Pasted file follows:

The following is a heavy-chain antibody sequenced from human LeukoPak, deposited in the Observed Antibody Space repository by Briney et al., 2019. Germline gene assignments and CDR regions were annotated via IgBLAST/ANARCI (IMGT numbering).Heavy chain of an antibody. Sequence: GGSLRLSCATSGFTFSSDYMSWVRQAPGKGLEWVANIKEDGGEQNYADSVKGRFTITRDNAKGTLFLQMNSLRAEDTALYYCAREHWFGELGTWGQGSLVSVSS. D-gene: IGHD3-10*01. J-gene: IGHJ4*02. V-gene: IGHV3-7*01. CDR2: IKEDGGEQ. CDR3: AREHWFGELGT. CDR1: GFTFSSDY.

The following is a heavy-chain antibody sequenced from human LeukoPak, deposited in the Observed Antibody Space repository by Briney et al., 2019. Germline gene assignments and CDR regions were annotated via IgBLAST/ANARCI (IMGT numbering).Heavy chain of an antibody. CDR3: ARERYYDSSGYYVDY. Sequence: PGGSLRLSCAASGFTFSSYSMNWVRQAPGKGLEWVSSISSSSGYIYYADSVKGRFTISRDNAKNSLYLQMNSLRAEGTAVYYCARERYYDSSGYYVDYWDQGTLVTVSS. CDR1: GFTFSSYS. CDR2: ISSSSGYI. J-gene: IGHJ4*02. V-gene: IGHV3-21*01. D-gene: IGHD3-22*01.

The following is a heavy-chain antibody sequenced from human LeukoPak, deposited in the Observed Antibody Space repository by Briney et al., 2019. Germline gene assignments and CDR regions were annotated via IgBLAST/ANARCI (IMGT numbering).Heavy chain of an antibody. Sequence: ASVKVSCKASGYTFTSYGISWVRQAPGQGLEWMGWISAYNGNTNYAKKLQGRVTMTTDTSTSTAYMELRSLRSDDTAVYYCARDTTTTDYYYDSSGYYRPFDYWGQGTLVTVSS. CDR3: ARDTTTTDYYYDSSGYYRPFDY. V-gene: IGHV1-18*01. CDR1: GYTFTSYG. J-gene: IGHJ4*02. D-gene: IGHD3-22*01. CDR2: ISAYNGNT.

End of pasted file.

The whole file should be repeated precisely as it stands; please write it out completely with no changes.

The following is a heavy-chain antibody sequenced from human LeukoPak, deposited in the Observed Antibody Space repository by Briney et al., 2019. Germline gene assignments and CDR regions were annotated via IgBLAST/ANARCI (IMGT numbering).Heavy chain of an antibody. Sequence: GGSLRLSCATSGFTFSSDYMSWVRQAPGKGLEWVANIKEDGGEQNYADSVKGRFTITRDNAKGTLFLQMNSLRAEDTALYYCAREHWFGELGTWGQGSLVSVSS. D-gene: IGHD3-10*01. J-gene: IGHJ4*02. V-gene: IGHV3-7*01. CDR2: IKEDGGEQ. CDR3: AREHWFGELGT. CDR1: GFTFSSDY.

The following is a heavy-chain antibody sequenced from human LeukoPak, deposited in the Observed Antibody Space repository by Briney et al., 2019. Germline gene assignments and CDR regions were annotated via IgBLAST/ANARCI (IMGT numbering).Heavy chain of an antibody. CDR3: ARERYYDSSGYYVDY. Sequence: PGGSLRLSCAASGFTFSSYSMNWVRQAPGKGLEWVSSISSSSGYIYYADSVKGRFTISRDNAKNSLYLQMNSLRAEGTAVYYCARERYYDSSGYYVDYWDQGTLVTVSS. CDR1: GFTFSSYS. CDR2: ISSSSGYI. J-gene: IGHJ4*02. V-gene: IGHV3-21*01. D-gene: IGHD3-22*01.

The following is a heavy-chain antibody sequenced from human LeukoPak, deposited in the Observed Antibody Space repository by Briney et al., 2019. Germline gene assignments and CDR regions were annotated via IgBLAST/ANARCI (IMGT numbering).Heavy chain of an antibody. Sequence: ASVKVSCKASGYTFTSYGISWVRQAPGQGLEWMGWISAYNGNTNYAKKLQGRVTMTTDTSTSTAYMELRSLRSDDTAVYYCARDTTTTDYYYDSSGYYRPFDYWGQGTLVTVSS. CDR3: ARDTTTTDYYYDSSGYYRPFDY. V-gene: IGHV1-18*01. CDR1: GYTFTSYG. J-gene: IGHJ4*02. D-gene: IGHD3-22*01. CDR2: ISAYNGNT.